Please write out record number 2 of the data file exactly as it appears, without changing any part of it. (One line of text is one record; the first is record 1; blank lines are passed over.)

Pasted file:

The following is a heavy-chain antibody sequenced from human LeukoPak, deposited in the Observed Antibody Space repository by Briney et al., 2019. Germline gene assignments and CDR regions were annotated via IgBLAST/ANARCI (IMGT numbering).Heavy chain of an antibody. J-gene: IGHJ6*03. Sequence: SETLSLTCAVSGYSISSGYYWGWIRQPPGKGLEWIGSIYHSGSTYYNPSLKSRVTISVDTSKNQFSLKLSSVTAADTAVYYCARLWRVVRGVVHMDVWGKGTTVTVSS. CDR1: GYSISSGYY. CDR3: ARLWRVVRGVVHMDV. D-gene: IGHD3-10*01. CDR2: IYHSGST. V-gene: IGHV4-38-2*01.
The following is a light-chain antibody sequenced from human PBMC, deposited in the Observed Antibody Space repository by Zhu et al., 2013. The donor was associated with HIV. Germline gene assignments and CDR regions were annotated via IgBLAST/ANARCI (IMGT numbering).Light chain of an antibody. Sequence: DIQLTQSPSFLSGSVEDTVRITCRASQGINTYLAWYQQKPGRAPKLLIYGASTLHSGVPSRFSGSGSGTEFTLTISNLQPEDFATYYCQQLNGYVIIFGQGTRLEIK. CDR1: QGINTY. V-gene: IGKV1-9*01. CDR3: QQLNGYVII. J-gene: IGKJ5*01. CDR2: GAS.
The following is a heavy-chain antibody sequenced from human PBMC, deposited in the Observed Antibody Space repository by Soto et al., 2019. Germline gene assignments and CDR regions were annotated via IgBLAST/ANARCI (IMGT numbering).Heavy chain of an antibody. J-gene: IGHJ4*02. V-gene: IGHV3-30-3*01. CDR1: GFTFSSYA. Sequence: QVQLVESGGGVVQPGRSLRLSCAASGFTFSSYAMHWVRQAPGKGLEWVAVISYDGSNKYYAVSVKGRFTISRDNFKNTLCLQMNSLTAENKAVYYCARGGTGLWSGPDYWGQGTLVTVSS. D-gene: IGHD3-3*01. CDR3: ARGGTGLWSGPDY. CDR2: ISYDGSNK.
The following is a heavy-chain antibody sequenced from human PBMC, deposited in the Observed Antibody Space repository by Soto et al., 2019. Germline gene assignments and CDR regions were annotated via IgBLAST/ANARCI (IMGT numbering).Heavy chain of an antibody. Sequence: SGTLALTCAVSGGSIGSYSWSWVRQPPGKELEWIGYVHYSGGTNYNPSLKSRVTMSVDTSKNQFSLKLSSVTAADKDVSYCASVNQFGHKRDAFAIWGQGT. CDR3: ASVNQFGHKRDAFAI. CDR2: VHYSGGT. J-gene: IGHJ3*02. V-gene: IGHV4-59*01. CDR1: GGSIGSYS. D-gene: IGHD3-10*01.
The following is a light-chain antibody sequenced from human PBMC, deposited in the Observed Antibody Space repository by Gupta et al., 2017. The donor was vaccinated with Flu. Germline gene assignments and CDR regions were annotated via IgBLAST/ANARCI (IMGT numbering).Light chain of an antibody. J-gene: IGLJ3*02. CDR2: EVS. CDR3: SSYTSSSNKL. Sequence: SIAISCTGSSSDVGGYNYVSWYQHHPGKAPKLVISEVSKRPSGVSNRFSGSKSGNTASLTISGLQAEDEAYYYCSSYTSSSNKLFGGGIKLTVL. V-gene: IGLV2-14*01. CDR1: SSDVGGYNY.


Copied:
The following is a light-chain antibody sequenced from human PBMC, deposited in the Observed Antibody Space repository by Zhu et al., 2013. The donor was associated with HIV. Germline gene assignments and CDR regions were annotated via IgBLAST/ANARCI (IMGT numbering).Light chain of an antibody. Sequence: DIQLTQSPSFLSGSVEDTVRITCRASQGINTYLAWYQQKPGRAPKLLIYGASTLHSGVPSRFSGSGSGTEFTLTISNLQPEDFATYYCQQLNGYVIIFGQGTRLEIK. CDR1: QGINTY. V-gene: IGKV1-9*01. CDR3: QQLNGYVII. J-gene: IGKJ5*01. CDR2: GAS.